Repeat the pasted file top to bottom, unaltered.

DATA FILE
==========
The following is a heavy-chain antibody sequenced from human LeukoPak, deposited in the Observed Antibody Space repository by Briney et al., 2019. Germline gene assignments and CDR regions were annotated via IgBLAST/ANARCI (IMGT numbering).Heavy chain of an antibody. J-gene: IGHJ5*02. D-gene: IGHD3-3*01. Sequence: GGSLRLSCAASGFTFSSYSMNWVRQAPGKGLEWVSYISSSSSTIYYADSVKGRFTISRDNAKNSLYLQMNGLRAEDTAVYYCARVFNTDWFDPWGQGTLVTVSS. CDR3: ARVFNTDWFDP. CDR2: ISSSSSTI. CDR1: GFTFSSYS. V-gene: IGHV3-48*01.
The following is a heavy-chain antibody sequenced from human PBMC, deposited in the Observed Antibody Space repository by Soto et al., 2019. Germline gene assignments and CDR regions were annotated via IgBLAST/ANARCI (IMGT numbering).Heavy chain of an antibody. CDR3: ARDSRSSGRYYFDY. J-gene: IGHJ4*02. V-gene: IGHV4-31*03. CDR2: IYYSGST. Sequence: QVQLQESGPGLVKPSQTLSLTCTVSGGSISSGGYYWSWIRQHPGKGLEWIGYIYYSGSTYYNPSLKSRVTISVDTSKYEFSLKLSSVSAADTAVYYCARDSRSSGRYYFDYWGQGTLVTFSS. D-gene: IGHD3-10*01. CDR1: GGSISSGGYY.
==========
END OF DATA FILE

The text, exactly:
The following is a heavy-chain antibody sequenced from human LeukoPak, deposited in the Observed Antibody Space repository by Briney et al., 2019. Germline gene assignments and CDR regions were annotated via IgBLAST/ANARCI (IMGT numbering).Heavy chain of an antibody. J-gene: IGHJ5*02. D-gene: IGHD3-3*01. Sequence: GGSLRLSCAASGFTFSSYSMNWVRQAPGKGLEWVSYISSSSSTIYYADSVKGRFTISRDNAKNSLYLQMNGLRAEDTAVYYCARVFNTDWFDPWGQGTLVTVSS. CDR3: ARVFNTDWFDP. CDR2: ISSSSSTI. CDR1: GFTFSSYS. V-gene: IGHV3-48*01.
The following is a heavy-chain antibody sequenced from human PBMC, deposited in the Observed Antibody Space repository by Soto et al., 2019. Germline gene assignments and CDR regions were annotated via IgBLAST/ANARCI (IMGT numbering).Heavy chain of an antibody. CDR3: ARDSRSSGRYYFDY. J-gene: IGHJ4*02. V-gene: IGHV4-31*03. CDR2: IYYSGST. Sequence: QVQLQESGPGLVKPSQTLSLTCTVSGGSISSGGYYWSWIRQHPGKGLEWIGYIYYSGSTYYNPSLKSRVTISVDTSKYEFSLKLSSVSAADTAVYYCARDSRSSGRYYFDYWGQGTLVTFSS. D-gene: IGHD3-10*01. CDR1: GGSISSGGYY.